As police forces across the world begin to wear the uniforms and carry the weapons of paramilitary groups, it becomes more and more intimidating for people to stand up for their rights. Thankfully, a recent legal ruling in Israel may strengthen the hand of the simple citizen by enshrining his or her right to give cops a good shove when they are abusing their powers.
The ruling followed an 2009 incident in Tel Aviv in which about 30 people participated in a demonstration, drumming and protesting the incarceration of conscientious objectors to the Israeli army. The demonstrators, who included Oshra Bar and Nadav Frankovic, gathered in downtown Tel Aviv and planned to march in the direction of a public square.
But before the demonstration even began, the commanding police officer received an order from his superiors to prevent the legal demonstration from becoming a procession. According to Israeli law, a protest march of less than 50 participants does not require any police approval.
The protesters stood and explained to the police officers that they do not require a permit to demonstrate, but the officer in charge began to yell at Frankovic to go backwards, put his hand on Frankovic and asked him to move. Other protesters explained to the police that it was their right to protest and that the demonstration was legal, but in a police video of the event, the officer can be heard ridiculing them in response, saying, “You don’t want to play with me – I play dirty.”
When Frankovic refused, the officer grabbed him, tackled him and dragged him away with another officer. They handcuffed him and put him in the back of a patrol car. At his request, Bar then opened the door of the patrol car and Frankovic emerged, but was forced back in several minutes later and the two were arrested. Bar was charged with obstructing an officer in the line of duty and Frankovic was charged with assaulting a police officer, use of force or threats to prevent an arrest, escape from legal holding, and of course, obstructing an officer in the line of duty.
Five years later, in May 2014, a court cleared Bar and Frankovic of all charges and criticized the police for misuse of their powers. The judge noted that the police “frame” demonstrators who try to practice their freedom of expression, using violence and lies, indifferent to their supposed role: protecting the public.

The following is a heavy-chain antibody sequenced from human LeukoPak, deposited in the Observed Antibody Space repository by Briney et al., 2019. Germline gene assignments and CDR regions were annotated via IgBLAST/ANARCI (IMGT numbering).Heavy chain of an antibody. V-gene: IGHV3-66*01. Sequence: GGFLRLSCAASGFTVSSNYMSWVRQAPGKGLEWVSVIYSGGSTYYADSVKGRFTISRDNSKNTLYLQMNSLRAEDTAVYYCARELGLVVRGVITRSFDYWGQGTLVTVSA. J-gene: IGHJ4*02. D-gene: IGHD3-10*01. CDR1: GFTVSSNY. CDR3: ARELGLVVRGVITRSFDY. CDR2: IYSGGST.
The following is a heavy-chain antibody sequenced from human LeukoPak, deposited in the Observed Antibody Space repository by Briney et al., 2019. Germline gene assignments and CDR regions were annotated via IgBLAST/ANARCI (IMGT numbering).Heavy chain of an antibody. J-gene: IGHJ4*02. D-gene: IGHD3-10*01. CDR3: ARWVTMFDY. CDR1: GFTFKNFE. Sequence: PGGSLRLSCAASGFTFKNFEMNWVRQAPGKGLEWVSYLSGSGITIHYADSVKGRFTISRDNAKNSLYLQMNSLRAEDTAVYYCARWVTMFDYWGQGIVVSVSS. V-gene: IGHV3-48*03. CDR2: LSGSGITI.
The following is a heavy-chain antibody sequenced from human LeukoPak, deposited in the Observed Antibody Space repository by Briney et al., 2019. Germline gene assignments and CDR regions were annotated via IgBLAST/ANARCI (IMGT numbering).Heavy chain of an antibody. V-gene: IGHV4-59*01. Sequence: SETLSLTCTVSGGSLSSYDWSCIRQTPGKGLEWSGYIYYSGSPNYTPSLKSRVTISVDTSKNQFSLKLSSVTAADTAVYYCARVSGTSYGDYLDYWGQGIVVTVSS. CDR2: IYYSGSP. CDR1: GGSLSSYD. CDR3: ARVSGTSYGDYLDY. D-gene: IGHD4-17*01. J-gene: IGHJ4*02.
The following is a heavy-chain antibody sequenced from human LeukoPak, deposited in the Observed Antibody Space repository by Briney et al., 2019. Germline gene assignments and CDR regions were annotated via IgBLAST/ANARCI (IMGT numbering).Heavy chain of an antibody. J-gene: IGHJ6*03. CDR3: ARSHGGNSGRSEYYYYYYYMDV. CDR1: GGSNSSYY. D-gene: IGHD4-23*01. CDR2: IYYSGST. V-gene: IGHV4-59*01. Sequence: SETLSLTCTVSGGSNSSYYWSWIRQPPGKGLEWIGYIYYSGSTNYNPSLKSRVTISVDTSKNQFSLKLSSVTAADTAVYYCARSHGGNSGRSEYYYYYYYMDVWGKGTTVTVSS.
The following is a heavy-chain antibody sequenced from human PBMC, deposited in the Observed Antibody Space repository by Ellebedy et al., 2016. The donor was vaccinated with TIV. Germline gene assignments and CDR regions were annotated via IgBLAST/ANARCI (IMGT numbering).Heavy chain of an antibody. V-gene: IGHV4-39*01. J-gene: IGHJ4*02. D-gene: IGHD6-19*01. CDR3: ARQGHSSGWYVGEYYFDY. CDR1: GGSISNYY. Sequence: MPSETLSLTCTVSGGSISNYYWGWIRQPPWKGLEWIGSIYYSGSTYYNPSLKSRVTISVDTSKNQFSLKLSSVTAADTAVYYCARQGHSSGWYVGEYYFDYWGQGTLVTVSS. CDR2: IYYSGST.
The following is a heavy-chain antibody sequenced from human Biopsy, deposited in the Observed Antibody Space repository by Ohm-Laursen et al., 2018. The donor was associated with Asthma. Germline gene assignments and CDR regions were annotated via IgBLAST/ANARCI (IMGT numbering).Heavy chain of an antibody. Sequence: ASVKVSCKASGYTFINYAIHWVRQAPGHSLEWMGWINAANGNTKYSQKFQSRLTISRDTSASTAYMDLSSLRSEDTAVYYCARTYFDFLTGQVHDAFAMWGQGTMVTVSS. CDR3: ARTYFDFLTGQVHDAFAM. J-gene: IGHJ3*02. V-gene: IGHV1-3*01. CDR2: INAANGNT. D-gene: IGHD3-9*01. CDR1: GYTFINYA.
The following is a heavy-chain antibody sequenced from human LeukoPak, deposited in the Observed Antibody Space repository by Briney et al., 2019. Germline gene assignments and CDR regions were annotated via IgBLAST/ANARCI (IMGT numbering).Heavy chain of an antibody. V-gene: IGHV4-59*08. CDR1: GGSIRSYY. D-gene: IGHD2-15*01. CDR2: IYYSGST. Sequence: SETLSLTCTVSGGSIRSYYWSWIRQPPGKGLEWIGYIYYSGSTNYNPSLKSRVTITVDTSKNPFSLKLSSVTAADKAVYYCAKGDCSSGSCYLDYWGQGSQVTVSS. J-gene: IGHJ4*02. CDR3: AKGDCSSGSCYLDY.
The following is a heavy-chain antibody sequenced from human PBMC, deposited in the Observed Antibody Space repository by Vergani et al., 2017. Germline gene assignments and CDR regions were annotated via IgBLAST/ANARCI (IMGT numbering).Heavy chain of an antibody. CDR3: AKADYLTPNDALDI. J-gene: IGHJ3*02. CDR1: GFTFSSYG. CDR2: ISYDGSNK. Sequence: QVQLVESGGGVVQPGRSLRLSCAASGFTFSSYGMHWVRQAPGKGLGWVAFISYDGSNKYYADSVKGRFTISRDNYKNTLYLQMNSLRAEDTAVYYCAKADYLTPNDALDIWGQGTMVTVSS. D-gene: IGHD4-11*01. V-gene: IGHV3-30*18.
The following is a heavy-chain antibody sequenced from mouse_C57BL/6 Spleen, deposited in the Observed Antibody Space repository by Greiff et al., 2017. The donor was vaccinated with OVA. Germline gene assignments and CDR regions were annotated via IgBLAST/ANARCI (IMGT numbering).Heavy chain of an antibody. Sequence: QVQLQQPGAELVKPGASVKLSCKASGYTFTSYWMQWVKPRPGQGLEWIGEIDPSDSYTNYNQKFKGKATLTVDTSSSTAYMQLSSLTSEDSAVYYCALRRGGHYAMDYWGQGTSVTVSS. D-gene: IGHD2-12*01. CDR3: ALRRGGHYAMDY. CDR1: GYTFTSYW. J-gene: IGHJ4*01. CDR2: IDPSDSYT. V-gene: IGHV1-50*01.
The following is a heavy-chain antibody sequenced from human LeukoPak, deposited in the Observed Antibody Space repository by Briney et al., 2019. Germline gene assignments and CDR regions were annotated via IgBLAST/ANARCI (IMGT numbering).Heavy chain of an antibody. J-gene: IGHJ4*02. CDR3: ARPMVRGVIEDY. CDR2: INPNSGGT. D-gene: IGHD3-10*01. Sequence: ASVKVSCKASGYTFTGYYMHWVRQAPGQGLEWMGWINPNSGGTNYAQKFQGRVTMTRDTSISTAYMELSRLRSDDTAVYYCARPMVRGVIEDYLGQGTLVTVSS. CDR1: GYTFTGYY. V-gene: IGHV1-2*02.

The legal decision clearly established that when police actions diverge from their assigned responsibilities, the people who are being acted upon may resist and even use a reasonable amount of force against the police. The demonstration was legal, and therefore the arrest was illegal, and it is a basic right for a person to resist an arrest that is being carried out against him or her against the law.
Therefore, when Frankovic was put into the patrol car, he did not escape from legal holding, and it was his right to escape the patrol car. Bar, likewise, did not commit any infraction when she opened the door and helped him get out. The police operated improperly when they attempted to stop the procession and Frankovic’s small pushback in response to the police officer shoving him was not a criminal infraction and did not justify arrest.
It was not the first time that an Israeli court ruled in favor of resistance, even of a physical nature, to an illegal arrest. In 2011, an Israeli court ruled that a person who is not suspected of a crime does not have to respond to a police officer’s demand that he present his identification card, and that such a person may physically resist illegal arrest.
While these incidents do denote small victories, they were only possible because those charged were Jewish citizens, who have extra privileges in Israel. It goes without saying that if those charged were Palestinians, African asylum-seekers or any people who lack Jewish privilege, it is highly unlikely that they would have gotten off so easy.
Caution is advised when facing off with police, who play fast and loose with the rules and often abuse their authority to crush political dissent. But now, if the police give chase and yell at you, “You can run but you can’t hide”, you can keep on running, knowing that at least one judge will have your back if the cops ever catch up to you in court.